Newspaper headlines harked his success "Alex blanks Elmira". "The Iron Man Allows Two Hits". "Alex's The Master". Alex's success sent the Stars on a roll. By August 22, they had gained second place gaining on the leader Wilkes Barre. August 27, 1910- Wilkes Barre arrived at Star Park to a standing room only crowd. Not wanting to disappoint the great crowd, umpires allowed loyal fans to stand along the outfield wall behind the players. Alex was unstoppable as he shutout the Barons 4-0 Late in the season manager Ashenback used him in various rolls when not on the mound. In centerfield on one occasion, a pinch hitter in another. As a fielder Alex led the State League making only one error on 132 chances.

Soon the major leagues top scouts viewed Alex's every outing. After a 4-0 victory on September 6, the Syracuse Journal Newspaper crowned him "Alexander the Great" a name that stuck with him his entire major league career. Alex single-handed keep the Stars in the pennant race. But the down side was the Stars were not winning when Alex wasn't on the mound. The season ended on September 18, although the Stars finished with a fine 78-57 record it wasn't good enough and Wilkes Barre won the league championship,

 If this wasn't enough Alexander had finished the year hurling 50 scoreless innings against the leagues finest. Grover Cleveland Alexander the fix foot, one inch tall, farm boy won 29 games for the Star that year but losing 14. His fame would not spread to the National League as he was drafted by the Philadelphia Nationals (Phillies) for the bargain price of $750. In his rookie season in Philadelphia "Alex the Great" won 28 games while striking out 227 a major league record that stood till 1984 when it was broken by Dwight Gooden. His major league highlights are many, the strikeout of Tony Lazzari in the 1926 World Series with the bases loaded, his 373 career wins tied with with Christy Mathewson for third place behind Cy Young and Walter Johnson, 90 career shutouts still tops the National League, 16 shutout in a single season wit Philadelphia in 1916, winning 21 games with the St. Louis Cardinals at age 40, winning 30 games three consecutive years (1915-17), 436 complete games and numerous others.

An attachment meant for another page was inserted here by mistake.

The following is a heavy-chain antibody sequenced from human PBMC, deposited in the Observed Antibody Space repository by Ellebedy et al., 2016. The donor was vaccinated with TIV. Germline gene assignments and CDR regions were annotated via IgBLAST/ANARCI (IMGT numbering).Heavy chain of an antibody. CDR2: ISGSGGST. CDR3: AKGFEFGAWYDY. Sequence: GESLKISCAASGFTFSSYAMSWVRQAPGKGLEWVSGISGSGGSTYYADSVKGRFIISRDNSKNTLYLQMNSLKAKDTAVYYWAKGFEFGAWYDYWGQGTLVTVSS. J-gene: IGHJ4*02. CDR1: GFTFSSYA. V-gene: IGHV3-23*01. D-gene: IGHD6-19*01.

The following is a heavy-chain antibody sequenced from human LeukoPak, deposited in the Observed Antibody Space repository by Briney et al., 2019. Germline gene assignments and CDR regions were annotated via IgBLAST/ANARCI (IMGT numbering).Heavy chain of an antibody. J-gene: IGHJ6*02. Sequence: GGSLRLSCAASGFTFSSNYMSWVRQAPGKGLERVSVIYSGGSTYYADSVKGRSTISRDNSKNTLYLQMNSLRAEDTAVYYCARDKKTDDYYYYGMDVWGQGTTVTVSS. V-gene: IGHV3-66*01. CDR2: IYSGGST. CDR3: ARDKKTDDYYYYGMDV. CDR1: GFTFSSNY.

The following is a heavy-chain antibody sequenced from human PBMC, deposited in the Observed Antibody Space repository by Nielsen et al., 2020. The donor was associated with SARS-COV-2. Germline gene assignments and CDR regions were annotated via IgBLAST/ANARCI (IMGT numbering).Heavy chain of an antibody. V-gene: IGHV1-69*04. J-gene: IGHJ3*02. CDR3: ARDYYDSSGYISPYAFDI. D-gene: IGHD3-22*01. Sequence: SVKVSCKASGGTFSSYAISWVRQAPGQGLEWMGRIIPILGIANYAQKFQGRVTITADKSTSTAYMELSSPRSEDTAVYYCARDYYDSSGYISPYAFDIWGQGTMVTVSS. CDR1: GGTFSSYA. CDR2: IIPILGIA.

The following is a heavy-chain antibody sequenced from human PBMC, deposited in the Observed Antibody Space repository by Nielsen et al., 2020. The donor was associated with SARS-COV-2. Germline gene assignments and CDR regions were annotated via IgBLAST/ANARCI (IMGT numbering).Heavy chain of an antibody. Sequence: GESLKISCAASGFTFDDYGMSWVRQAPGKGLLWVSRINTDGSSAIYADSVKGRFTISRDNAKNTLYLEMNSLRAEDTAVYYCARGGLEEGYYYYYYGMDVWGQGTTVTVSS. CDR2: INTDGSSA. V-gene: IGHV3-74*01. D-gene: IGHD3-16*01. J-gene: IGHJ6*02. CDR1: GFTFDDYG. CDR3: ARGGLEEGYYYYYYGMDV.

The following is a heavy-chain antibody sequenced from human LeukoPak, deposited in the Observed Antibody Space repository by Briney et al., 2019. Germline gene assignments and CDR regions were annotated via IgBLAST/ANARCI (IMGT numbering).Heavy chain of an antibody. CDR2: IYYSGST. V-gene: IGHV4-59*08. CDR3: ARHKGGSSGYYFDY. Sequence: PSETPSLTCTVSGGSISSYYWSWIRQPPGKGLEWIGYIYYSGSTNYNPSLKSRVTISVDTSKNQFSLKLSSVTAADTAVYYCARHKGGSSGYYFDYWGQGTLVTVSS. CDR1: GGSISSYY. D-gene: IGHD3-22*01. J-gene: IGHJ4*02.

Alexander returned to Syracuse in alter years with Philadelphia and the House of David to reminisce of his walks down North Salina Street visiting with store owner on his way to Star Park in that memorable year of 1910. Alex's amazing career was highlighted in a 1952 featured film called "The Winning Team" staring former president Ronald Reagan as Alexander.The film is still seen on  DVD's and various cable channels  even today. Sadly their is the omission of his great year in Syracuse in that film. Alexander would later he inducted into the National Baseball Hall of Fame in Cooperstown and the Syracuse  Baseball Wall of Fame. November 4, 1950 Grover Cleveland Alexander the "Syracuse Iron Man" died in his home town of St. Paul, Nebraska.

The Kuntzsch- Griffin reign of ownership ended with a sixth place finish (65-74) in 1911. Wilkes Barre was once again New York State League champion (82-61). The managerial ranks changed from Ed Ashenbach to John "Snake: Deal on July 6. The season opened with a disastrous 1-8 start resulting from light hitting and an ineffective mound staff. Although they led the State League playing 36 straight error less games. Oskar Nagle obtained some success with 14 victories including two 2-hitters and a one-hitter vs Elmira on July 16. "Left" Goode (.285), "Snake" Deal (.283), Buster Armbuster (.283) and Mike Wotell (.294) were little help in this blosay year.


  1. It says early on that the Stars returned to their former home ballpark on South Salina Street. For how long were they playing somewhere else, and where were they playing when they were not at Star Park?

  2. Ron, great site.

    I have a question: Did Jack Humphries manage the Stars at all in 1902? If so, for how long and under what circumstances? Baseball Reference says he did and suggests he was replaced by Sandy Griffin, but I have been unable to verify that.

    David McDonald
    SABR member/Ottawa